In Study I, we found that GPs were involved in 2/3 of all lung cancer diagnostic pathways. One quarter of the patients followed the obvious pathway from general practice to fast-track detection. At least one radiograph was performed in 85.6% of patients, whereas 1/3 of all patients had two or more radiograph performed during the 90 days preceding diagnosis. Patients with co-morbidity or unspecific symptoms more often had two or more X-rays performed than patients without these characteristics. In Study II, there was no difference between the groups in the number of CTs performed. In the intervention group, chest physicians spent mean 13.3 minutes less per referred patient than in the control group. In Study III, we found that 648 patients were referred to low-dose CT during a 19-month period. Half of the referred patients needed further work-up, and 15 (2.3%) of the patients had lung cancer, 60% in a localised stage. For all patients, 6.8% were diagnosed with a severe lung disease. In all, 2/3 of the GPs used the CT opportunity; and the referral rate was 61% higher for GPs participating in the lung cancer meeting than for GPs who did not participate in such meetings. In Study IV, we found that direct, low-dose CT from primary care did not significantly influence stage at diagnosis and had only a limited impact on time to diagnosis.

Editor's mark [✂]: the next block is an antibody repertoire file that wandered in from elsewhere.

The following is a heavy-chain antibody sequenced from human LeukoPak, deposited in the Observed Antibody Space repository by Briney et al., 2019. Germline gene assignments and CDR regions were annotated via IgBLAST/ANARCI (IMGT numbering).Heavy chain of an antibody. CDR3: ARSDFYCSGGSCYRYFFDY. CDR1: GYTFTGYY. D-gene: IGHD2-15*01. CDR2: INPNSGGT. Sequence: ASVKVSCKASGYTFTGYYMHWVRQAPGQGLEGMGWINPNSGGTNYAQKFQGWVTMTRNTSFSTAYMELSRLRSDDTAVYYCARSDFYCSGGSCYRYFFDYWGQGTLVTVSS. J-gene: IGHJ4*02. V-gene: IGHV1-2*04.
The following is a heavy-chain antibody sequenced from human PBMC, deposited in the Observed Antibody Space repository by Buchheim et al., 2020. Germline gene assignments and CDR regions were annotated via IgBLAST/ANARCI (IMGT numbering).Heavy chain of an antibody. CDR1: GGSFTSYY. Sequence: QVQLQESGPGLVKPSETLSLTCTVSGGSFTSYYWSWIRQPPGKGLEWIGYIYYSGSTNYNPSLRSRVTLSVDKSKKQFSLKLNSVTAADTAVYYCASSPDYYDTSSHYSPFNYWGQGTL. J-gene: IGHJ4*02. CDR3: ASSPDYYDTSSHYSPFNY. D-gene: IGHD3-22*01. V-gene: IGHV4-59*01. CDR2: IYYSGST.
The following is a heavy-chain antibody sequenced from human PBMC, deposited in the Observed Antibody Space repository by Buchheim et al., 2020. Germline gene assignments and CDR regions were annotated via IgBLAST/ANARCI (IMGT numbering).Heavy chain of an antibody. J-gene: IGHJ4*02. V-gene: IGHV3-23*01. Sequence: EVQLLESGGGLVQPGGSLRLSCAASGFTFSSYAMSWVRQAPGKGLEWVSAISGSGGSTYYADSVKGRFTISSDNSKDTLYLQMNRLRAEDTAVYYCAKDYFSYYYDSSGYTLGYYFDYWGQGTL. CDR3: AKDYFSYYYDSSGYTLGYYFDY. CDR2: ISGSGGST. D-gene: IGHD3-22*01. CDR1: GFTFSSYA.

This thesis contributes to the knowledge of the early diagnosis of lung cancer in Denmark. General practice was found to play an important role, but only a small part of Danish lung cancer patients were diagnosed from general practice through the fast-track pathway. This together with the fact that a high proportion of patients had two or more radiographs within the 90 days preceding the diagnosis indicate that other diagnostic strategies should be tested in an attempt to provide GPs with the best opportunity for early diagnosis. This thesis provides evidence that GPs are, indeed, able to refer patients straight-to-test in the fast-track pathway. This knowledge may be used when organising other fast tracks. Furthermore, GPs participating in education about early lung cancer diagnosis were willing to refer patients direct to low-dose CT (LDCT) from primary care. Half of the patients needed further diagnostic work-up, and 2.3% of all patients referred were diagnosed with lung cancer. In addition, many lung diseases were diagnosed by LDCT. No effect on time to diagnosis or stage at diagnosis was found when patients from intervention GPs were compared with patients from control GPs. The effect of combining direct access to LDCT with referral to the existing fast-track pathway should be analysed as it may ensure earlier and faster lung cancer detection in primary care. Direct access to LDCT scan may also be an alternative to lung cancer screening. Furthermore, if a LDCT screening program is going to be implemented, it should be considered to supplement the program with access to CT directly from primary care for the symptomatic, not-screened patients.